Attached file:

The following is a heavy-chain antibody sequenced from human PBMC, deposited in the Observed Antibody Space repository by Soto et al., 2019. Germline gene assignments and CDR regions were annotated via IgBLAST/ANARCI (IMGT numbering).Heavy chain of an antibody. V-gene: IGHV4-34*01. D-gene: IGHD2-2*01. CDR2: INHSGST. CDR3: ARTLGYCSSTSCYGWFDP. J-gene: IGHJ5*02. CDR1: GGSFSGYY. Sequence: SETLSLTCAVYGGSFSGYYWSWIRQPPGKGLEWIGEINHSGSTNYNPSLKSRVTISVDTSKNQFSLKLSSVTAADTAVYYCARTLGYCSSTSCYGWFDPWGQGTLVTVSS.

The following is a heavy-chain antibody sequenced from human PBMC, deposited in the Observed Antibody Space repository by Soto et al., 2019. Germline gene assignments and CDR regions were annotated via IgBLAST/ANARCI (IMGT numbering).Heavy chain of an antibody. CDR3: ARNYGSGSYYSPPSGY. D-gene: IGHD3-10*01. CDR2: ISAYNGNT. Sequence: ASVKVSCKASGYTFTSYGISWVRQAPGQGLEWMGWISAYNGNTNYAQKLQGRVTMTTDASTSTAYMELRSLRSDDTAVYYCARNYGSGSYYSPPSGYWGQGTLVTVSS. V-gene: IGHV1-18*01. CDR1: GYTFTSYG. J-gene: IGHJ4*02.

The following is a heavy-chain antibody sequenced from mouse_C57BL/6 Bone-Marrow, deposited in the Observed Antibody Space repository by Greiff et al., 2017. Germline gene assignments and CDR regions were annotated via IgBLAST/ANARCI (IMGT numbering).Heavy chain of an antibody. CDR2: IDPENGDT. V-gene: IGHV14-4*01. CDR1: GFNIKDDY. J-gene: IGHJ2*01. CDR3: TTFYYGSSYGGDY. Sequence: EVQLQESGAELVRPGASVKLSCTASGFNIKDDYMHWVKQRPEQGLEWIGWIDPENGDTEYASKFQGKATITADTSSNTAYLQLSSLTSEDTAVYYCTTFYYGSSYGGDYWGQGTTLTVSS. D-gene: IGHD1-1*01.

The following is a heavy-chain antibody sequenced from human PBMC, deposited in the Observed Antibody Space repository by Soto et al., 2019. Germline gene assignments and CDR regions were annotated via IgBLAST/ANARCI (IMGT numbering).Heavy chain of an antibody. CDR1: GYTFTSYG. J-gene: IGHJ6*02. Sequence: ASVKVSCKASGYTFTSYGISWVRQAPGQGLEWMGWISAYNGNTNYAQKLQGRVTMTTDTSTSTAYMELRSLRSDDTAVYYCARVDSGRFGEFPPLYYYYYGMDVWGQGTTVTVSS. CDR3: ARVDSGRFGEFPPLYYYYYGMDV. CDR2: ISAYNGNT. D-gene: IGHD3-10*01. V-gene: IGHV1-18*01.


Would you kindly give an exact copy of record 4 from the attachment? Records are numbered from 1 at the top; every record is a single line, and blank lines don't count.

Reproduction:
The following is a heavy-chain antibody sequenced from human PBMC, deposited in the Observed Antibody Space repository by Soto et al., 2019. Germline gene assignments and CDR regions were annotated via IgBLAST/ANARCI (IMGT numbering).Heavy chain of an antibody. CDR1: GYTFTSYG. J-gene: IGHJ6*02. Sequence: ASVKVSCKASGYTFTSYGISWVRQAPGQGLEWMGWISAYNGNTNYAQKLQGRVTMTTDTSTSTAYMELRSLRSDDTAVYYCARVDSGRFGEFPPLYYYYYGMDVWGQGTTVTVSS. CDR3: ARVDSGRFGEFPPLYYYYYGMDV. CDR2: ISAYNGNT. D-gene: IGHD3-10*01. V-gene: IGHV1-18*01.